The Bottle Tree’s most striking characteristic was that its trunk was not made of sapwood like ordinary trees, but rather consisted of a spongy fibre, which was also filled with moisture. In times of drought, settlers would cut down bottle trees and peel off the bark — exposing the fleshy fibre, which cattle would eat. A large tree could satisfy a hungry, thirsty herd for weeks.
Indigenous peoples of course knew the value of this tree, carving holes into the soft bark to create reservoir-like structures, and the seeds, roots, stems, and bark have all been a source of food for people and animals alike long before white settlers arrived. The fibrous inner bark was used to make twine or rope and even woven together to make fishing nets.
Deemed a ‘useful’ tree, bottle trees were often left by settlers when they were clearing land. Today, solitary specimens are often seen in fields. To me they are reminders of times not so long ago when vast areas of central Queensland were covered in scrub.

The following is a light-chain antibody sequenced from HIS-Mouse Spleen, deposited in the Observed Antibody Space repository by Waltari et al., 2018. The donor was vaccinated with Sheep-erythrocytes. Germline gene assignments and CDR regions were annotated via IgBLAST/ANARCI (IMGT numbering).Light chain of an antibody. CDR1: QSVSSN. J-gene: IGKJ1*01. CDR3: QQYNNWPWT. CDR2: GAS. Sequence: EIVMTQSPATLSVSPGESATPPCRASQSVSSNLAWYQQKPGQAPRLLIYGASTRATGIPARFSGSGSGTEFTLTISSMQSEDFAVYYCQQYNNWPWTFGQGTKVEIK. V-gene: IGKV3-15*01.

In the brigalow-dominated landscape of the Queensland bio-region known as the Brigalow Belt, Queensland Bottle Trees were found within pockets of ‘softwood scrub’ — or ‘semi-evergreen vine thicket’, a type of scrubby, dry rainforest. These ecosystems show some of the characteristics associated with the wetter tropical type of rainforest but are less luxuriant, lacking species such as tree ferns, palms and epiphytes. They also have a reduced canopy height and are simpler in structure.